Lena Mary Calhoun Horne was an iconic American singer, dancer, actress, and civil rights activist. Horne career spanned over 70 years and was filled with everything you could think of. She appeared in film, television and theater while releasing over 20 studio albums. In 1942 Horne became the first African American performer to be put under contract by a major studio. She was a activist and fought with first lady Eleanor Roosevelt to pass anti-lynching laws. She then toured the country and the world, earning numerous awards and accolades. Horne continued recording and performing sporadically into the 1990s. The combination of Horne’s disarming talent and fierce individuality created a powerful force in breaking down racial barriers in Hollywood and beyond.
Lena Mary Calhoun Horne was born on June 30th, 1971 in Brooklyn, New York. Horne is the daughter of a banker and a actress. Both her parents are mixed race with heritage from African Americans, Native Americans, and Europeans. Horne was pimarily raised by her grandparents, Cora Calhoun and Edwin Horne.
Horne spent a short time with her grandparents when her parents separated when she was 3, after she traveled the county with her mother who was in various theater troupes. in January 1937, Horne Married Louis Jordan, a political operative. On december 21st 1937, Horne had her daighter Gail. On Febuary 7th she had her son Edwin Jones. Horne and Jones Seperated in 1940 and divorced in 1944. Horne got married to Lennie Hayon in 1947 in Paris. They faces much critisism being in interaccial couple. They serperated in the 60’s but never officially divorced.
At the age of 16, Horne dropped out of school and began performing at the Cotton Club in Harlem. She made her Broadway debut in the fall of 1934 when she performed in the production “Dance with your Gods”. After she joined Noble Sissle & His orchestra as a singer, this is when she began using the name Helena Horne.
Lena Horne photographed by Carl Van Vechten, in 1941
After 1934, Horne joined Noble Sissle’s Orchestra. She toured with them and it was during this time she made her first records, which were issued by Decca. It was after she separated from her first husband, she deiced to tour with bandleader Charlie Barret from 1940 to 1941. She left in 1941 because she disliked the travel. She left the band and decided to work at the Café Society in New York. She was a featured vocalist on NBC’s popular jazz series “The Chamber Music Society of Lower Basin Street”, after replacing Dinah Shore. The show’s resident maestros, Henry Levine and Paul Laval, recorded with Horne in June 1941 for RCA Victor. Horne decided to leave the show after only 6 months when she was hired by former Café Trocadera manager Felix young to perform in a Cotton Club -stye revue in the Sunset Strip in Hollywood. It was a gig she couldn’t turn down.
By the mid-1950s, Horne was losing interest with Hollywood and decided to focus more on her nightclub career. She made only two major appearances for the studio during the 1950s. These productions were Duchess of Idaho and the 1956 musical Meet Me in Las Vegas. Horne states that the reason she left hollywood was becasue she was “tired of being typecast as a Negro who stands against a pillar singing a song’. After leaving Hollywood, Horne decided to establish herself as one of the premier nightclub performers of the post-war era. During this time she headlined at clubs and hotels throughout the U.S., Canada, and Europe, including the Sands Hotel in Las Vegas, the Cocoanut Grove in Los Angeles, and the Waldorf-Astoria in New York. From the late 1950s through to the 1960s, Horne was a staple of TV variety shows, appearing multiple times on Perry Como’s Kraft Music Hall, The Ed Sullivan Show, The Dean Martin Show and The Bell Telephone Hour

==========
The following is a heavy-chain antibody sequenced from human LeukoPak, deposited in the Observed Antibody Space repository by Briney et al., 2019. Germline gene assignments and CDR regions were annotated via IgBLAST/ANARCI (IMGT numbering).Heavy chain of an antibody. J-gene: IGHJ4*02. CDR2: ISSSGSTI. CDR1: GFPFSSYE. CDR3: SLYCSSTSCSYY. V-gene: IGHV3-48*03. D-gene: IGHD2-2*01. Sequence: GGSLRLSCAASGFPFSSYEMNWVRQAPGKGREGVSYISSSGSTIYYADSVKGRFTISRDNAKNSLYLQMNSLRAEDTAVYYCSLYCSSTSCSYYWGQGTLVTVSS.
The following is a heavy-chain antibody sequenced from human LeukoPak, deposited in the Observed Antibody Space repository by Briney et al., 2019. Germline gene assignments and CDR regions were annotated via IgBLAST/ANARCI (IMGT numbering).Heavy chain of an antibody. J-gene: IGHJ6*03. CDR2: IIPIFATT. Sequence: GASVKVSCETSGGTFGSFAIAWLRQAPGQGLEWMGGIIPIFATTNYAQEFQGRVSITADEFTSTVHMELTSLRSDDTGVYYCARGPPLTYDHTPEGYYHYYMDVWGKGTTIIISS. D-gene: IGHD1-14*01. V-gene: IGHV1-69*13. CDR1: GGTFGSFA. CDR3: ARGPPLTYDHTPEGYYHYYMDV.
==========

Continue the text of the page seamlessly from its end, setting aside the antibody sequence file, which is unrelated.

By the late 1900’s Horne’s career began to hit a downward slope. In 1995, a “live” album capturing Horne’s Supper Club performance was released, this ended up winning a Grammy Award for Best Jazz Vocal Album. In 1998, Horne released another studio album, entitled Being Myself. After the release of that album, Horne retired from performing and largely retreated from public view for the time being. It was not until 2000 that she returned to the recording study and contributed coal track on Simon Rattle’s Classic Ellington album.
1999 – Outstanding Jazz Artist
1997 – Society of Singers – Lifetime Achievenemmt Award
1995 – Best Jazz Vocal Performance
1994 – Songwritters Hall of Fame
1989 – Lifetime Achievement Award
1987 – The ASCAP Pied Piper Award
1984 – Kennedy Center Honors
1981 – Best Pop Vocal Performance, Female
1981 – Best Cast Show Album
1981 – Tony Awards Special Citation
1980 – Howard University Honorary Doctorate
1980 – Drama Desk Outstanding Actress – Musical
1980 – Special Citation
? – Hollywood Walk of Fame
? – Hollywood Walk of Fame
1988 – Best Jazz Vocal Performance
1988 – Best Jazz Vocal Performance, Duo or Group
1985 – Emmy Award
1962 – Best Solo Vocal Performance, Female
1961 – Best Vocal Performance Album, Female
1957 – Tony Award Best Actress
In 2003, ABC announced that Janet Jackson would star as Horne in a television biographical film. However in the weeks after Jackson’s “wardrobe malfunction” situation that happened during the 2004 Super Bowl, Variety reported that Horne had demanded Jackson be dropped from the project.
In 2005, her old lable Blue Note Records, releades a collection of rare and unreleased recording that Horne made during her time at the lable.
In 2018, a forever stamp, dedicated to Horne, began being issues. This made Horne the 41st honoree in the Black Heritage stamp series.